Metabolomics technologies enable the identification of putative biomarkers for numerous diseases; however, the influence of confounding factors on metabolite levels poses a major challenge in moving forward with such metabolites for pre-clinical or clinical applications.
To address this challenge, we analyzed metabolomics data from a colorectal cancer (CRC) study, and used seemingly unrelated regression (SUR) to account for the effects of confounding factors including gender, BMI, age, alcohol use, and smoking.
A SUR model based on 113 serum metabolites quantified using targeted mass spectrometry, identified 20 metabolites that differentiated CRC patients (n = 36), patients with polyp (n = 39), and healthy subjects (n = 83). Models built using different groups of biologically related metabolites achieved improved differentiation and were significant for 26 out of 29 groups. Furthermore, the networks of correlated metabolites constructed for all groups of metabolites using the ParCorA algorithm, before or after application of the SUR model, showed significant alterations for CRC and polyp patients relative to healthy controls.
The results showed that demographic covariates, such as gender, BMI, BMI2, and smoking status, exhibit significant confounding effects on metabolite levels, which can be modeled effectively.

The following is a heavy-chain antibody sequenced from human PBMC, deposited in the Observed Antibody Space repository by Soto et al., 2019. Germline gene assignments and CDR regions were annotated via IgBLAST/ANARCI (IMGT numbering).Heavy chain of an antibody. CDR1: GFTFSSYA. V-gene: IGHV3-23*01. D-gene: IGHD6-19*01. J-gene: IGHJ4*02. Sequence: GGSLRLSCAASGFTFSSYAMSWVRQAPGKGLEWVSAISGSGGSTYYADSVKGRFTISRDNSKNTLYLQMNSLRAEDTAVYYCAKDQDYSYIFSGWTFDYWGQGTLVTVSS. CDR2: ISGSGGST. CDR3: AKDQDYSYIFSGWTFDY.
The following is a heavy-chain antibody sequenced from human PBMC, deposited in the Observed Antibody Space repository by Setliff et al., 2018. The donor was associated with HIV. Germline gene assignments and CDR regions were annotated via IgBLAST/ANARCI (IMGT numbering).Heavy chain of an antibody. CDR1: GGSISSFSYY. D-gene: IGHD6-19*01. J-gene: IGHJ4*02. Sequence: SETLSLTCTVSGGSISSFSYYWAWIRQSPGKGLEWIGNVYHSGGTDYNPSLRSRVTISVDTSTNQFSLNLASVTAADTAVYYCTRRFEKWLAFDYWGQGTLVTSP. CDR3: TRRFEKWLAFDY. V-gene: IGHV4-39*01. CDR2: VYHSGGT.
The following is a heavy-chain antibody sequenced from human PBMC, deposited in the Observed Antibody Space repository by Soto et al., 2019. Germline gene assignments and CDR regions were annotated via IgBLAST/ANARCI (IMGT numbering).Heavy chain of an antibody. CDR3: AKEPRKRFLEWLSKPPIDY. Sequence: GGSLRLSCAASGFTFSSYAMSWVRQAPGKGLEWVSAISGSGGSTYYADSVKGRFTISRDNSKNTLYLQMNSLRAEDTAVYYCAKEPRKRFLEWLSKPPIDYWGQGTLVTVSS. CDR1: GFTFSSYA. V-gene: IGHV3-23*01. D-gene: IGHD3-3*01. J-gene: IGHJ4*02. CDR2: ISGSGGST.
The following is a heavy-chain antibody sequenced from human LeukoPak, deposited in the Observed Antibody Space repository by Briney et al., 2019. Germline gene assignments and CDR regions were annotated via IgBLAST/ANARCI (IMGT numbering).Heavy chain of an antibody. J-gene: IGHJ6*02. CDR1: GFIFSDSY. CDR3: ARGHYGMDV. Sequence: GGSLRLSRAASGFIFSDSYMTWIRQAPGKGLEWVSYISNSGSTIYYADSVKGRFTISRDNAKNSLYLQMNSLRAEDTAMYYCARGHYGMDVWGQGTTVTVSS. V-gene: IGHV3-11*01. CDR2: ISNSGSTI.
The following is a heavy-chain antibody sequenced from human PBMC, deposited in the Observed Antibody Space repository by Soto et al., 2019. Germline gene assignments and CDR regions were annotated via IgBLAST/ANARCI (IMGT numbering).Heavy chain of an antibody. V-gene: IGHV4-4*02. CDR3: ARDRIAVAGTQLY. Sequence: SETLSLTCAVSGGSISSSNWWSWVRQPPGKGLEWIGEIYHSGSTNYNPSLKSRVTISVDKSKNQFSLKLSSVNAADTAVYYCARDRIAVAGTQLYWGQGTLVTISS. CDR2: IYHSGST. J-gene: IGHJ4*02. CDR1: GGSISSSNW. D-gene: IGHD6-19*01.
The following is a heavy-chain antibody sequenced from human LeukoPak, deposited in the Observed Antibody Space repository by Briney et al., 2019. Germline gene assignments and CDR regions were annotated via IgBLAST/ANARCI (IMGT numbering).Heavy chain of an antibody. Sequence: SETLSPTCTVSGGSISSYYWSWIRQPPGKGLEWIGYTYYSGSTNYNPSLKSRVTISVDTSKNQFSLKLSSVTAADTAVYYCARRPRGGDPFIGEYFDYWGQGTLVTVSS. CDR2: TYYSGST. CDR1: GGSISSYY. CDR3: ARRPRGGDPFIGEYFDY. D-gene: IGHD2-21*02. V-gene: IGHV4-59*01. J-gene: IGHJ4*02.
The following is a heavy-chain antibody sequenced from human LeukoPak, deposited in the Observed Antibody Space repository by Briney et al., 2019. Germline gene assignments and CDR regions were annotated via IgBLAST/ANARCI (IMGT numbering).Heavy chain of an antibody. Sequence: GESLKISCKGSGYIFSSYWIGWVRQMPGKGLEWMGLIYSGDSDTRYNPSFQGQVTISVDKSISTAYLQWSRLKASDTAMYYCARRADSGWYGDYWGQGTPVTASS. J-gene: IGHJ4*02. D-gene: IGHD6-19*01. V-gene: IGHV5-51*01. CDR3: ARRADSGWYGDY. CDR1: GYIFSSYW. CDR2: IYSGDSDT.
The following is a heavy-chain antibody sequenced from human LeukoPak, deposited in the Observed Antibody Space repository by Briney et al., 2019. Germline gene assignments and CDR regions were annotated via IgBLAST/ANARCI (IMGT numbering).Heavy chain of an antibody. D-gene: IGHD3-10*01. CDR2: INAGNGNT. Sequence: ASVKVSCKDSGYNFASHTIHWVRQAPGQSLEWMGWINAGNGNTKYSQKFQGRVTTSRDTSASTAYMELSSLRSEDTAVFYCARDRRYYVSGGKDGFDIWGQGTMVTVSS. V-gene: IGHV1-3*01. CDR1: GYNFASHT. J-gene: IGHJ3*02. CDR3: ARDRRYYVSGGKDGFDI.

These results not only provide new insights into addressing the major issue of confounding effects in metabolomics analysis, but also shed light on issues related to establishing reliable biomarkers and the biological connections between them in a complex disease.
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The authors gratefully acknowledge the support of the Cancer Care Engineering (CCE) project, a joint effort between the Oncological Sciences Center (Purdue Center for Cancer Research, NCI P30CA023168) in the Purdue University Discovery Park and the Indiana University Melvin and Bren Simon Cancer Center (NCI P30CA082709). Support for the CCE project is gratefully acknowledged from the Walther Cancer Foundation, NIH (UL1RR025761), DOD (USAMRMC (CDMRP) W81XWH-008-1-0065, 9107003) and the Regenstrief Foundation. Additional financial support from NIH (R03CA211831 to N.G.), the Walther Cancer Foundation Bioinformatics grant, and the Cancer Center Support Grant P30CA015704-40) is also gratefully acknowledged.
Conflict of interest
The authors declare that they have no competing interests.
Recruitment of patients and blood collections was made with written informed consent as per the approved Institutional Review Board protocols from Purdue University and Indiana University School of Medicine.
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Chen, C., Nagana Gowda, G.A., Zhu, J. et al. Altered metabolite levels and correlations in patients with colorectal cancer and polyps detected using seemingly unrelated regression analysis. Metabolomics 13, 125 (2017). https://doi.org/10.1007/s11306-017-1265-0
- Seemingly unrelated regression
- Colorectal cancer
- Colorectal polyp
- Metabolic profiling
- Targeted mass spectrometry
- Clinical factors